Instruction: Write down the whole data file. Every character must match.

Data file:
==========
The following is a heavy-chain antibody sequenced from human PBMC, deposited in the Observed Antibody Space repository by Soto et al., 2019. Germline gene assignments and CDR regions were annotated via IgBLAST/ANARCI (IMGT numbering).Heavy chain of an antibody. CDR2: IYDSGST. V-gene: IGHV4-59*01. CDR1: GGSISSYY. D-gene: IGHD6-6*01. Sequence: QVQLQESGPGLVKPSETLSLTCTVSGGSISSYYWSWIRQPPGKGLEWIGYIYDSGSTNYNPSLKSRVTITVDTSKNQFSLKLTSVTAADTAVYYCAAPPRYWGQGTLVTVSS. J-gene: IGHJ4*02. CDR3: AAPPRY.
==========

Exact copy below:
The following is a heavy-chain antibody sequenced from human PBMC, deposited in the Observed Antibody Space repository by Soto et al., 2019. Germline gene assignments and CDR regions were annotated via IgBLAST/ANARCI (IMGT numbering).Heavy chain of an antibody. CDR2: IYDSGST. V-gene: IGHV4-59*01. CDR1: GGSISSYY. D-gene: IGHD6-6*01. Sequence: QVQLQESGPGLVKPSETLSLTCTVSGGSISSYYWSWIRQPPGKGLEWIGYIYDSGSTNYNPSLKSRVTITVDTSKNQFSLKLTSVTAADTAVYYCAAPPRYWGQGTLVTVSS. J-gene: IGHJ4*02. CDR3: AAPPRY.